The two designers narrated a slideshow that displayed the specific updates they made, and the costs associated with the plan.

The design incorporated the elements that the commissioners wanted to keep and was on budget for the town.

SWA estimated the updated design would cost $2.79 million. After factoring a 15 percent contingency of $419,000 and a 17 percent total consultant fee of $485,000, the total project cost is $3.69 million.

Commissioners expressed their appreciation, including Martin who said at the meeting, “I think it’s very impressive the work that you did in a short period of time. My sense is that you really captured the spirit and the essence of the design.”

From there, the town began finalizing contracts and coordinating a time line for the project with the designers.

By the SHPMC’s January 9, 2020 meeting the group pivoted its focus on creating community engagement around the permanent memorial.

Rosenthal said at the meeting that it was “important we get it right” and not rush the process of making sure the community knows about the selected design.

The goal was to inform the community, then get the permanent memorial design on the referendum for November 2020.

“Everything is on track,” Rosenthal said at the end of the meeting.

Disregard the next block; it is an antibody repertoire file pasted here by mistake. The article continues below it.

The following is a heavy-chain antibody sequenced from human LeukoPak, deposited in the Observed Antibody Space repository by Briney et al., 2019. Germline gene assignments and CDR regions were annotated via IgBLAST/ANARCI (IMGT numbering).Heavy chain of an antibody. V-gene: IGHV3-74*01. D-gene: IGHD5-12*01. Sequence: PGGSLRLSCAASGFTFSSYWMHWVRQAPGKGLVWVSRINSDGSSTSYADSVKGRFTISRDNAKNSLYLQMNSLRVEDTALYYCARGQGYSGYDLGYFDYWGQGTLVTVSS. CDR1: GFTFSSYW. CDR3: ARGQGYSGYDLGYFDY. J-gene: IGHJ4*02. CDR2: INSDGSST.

The next step would be selecting contractors and beginning the construction phase of the project — which would all begin right as the global COVID pandemic took place.

Be sure to pick up a copy of The Newtown Bee’s February 3 print edition for part five of this story.

Reporter Alissa Silber can be reached at alissa@thebee.com.

Members of the Sandy Hook Permanent Memorial Commission — pictured, from left, Brian Engel, Pat Llodra, Alan Martin, Dan Krauss, and Tricia Pinto — listen attentively as Dan Affleck and Ben Waldo of SWA Group go over the design revisions displayed on the projector screen on November 25, 2019. —Bee file photo
An updated image of the Sacred Sycamore element illuminates the dark room from the projector in the Newtown Municipal Center on November 25, 2019. —Bee file photo
Flowers and trees line the walkway that stretches around the pond in the fourth revision of the Sandy Hook permanent memorial design created in late 2019. —SWA Group rendering
A rendering of the aerial view of the Sandy Hook permanent memorial design at SAC Field on Riverside Road was presented to the SHPMC in 2019. —SWA Group rendering